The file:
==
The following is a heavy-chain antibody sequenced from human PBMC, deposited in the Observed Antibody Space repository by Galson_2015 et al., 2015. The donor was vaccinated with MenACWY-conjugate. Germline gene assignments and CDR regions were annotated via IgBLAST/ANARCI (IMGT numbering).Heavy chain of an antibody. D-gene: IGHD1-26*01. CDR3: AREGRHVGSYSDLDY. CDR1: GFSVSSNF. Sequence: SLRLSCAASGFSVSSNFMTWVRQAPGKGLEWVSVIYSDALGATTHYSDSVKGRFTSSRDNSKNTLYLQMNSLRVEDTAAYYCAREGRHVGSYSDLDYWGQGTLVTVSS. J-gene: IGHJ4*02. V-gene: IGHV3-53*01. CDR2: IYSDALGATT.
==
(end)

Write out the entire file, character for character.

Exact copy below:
The following is a heavy-chain antibody sequenced from human PBMC, deposited in the Observed Antibody Space repository by Galson_2015 et al., 2015. The donor was vaccinated with MenACWY-conjugate. Germline gene assignments and CDR regions were annotated via IgBLAST/ANARCI (IMGT numbering).Heavy chain of an antibody. D-gene: IGHD1-26*01. CDR3: AREGRHVGSYSDLDY. CDR1: GFSVSSNF. Sequence: SLRLSCAASGFSVSSNFMTWVRQAPGKGLEWVSVIYSDALGATTHYSDSVKGRFTSSRDNSKNTLYLQMNSLRVEDTAAYYCAREGRHVGSYSDLDYWGQGTLVTVSS. J-gene: IGHJ4*02. V-gene: IGHV3-53*01. CDR2: IYSDALGATT.